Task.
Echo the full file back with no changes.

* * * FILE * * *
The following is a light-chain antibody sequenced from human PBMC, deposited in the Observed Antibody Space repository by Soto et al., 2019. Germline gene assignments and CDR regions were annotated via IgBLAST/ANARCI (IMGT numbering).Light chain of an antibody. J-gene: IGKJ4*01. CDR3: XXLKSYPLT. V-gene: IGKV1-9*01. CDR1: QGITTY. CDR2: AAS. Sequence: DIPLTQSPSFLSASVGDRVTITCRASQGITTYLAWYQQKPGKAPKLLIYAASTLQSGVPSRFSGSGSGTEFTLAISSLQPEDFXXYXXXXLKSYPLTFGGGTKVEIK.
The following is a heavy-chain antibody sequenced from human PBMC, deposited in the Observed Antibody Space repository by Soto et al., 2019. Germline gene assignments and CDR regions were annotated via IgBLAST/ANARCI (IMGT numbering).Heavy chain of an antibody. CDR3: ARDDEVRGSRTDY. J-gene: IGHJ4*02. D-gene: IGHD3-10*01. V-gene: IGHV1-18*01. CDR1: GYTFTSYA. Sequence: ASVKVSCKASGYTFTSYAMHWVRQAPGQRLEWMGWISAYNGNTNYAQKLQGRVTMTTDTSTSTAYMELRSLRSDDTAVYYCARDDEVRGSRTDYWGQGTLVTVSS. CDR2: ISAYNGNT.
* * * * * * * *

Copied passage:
The following is a light-chain antibody sequenced from human PBMC, deposited in the Observed Antibody Space repository by Soto et al., 2019. Germline gene assignments and CDR regions were annotated via IgBLAST/ANARCI (IMGT numbering).Light chain of an antibody. J-gene: IGKJ4*01. CDR3: XXLKSYPLT. V-gene: IGKV1-9*01. CDR1: QGITTY. CDR2: AAS. Sequence: DIPLTQSPSFLSASVGDRVTITCRASQGITTYLAWYQQKPGKAPKLLIYAASTLQSGVPSRFSGSGSGTEFTLAISSLQPEDFXXYXXXXLKSYPLTFGGGTKVEIK.
The following is a heavy-chain antibody sequenced from human PBMC, deposited in the Observed Antibody Space repository by Soto et al., 2019. Germline gene assignments and CDR regions were annotated via IgBLAST/ANARCI (IMGT numbering).Heavy chain of an antibody. CDR3: ARDDEVRGSRTDY. J-gene: IGHJ4*02. D-gene: IGHD3-10*01. V-gene: IGHV1-18*01. CDR1: GYTFTSYA. Sequence: ASVKVSCKASGYTFTSYAMHWVRQAPGQRLEWMGWISAYNGNTNYAQKLQGRVTMTTDTSTSTAYMELRSLRSDDTAVYYCARDDEVRGSRTDYWGQGTLVTVSS. CDR2: ISAYNGNT.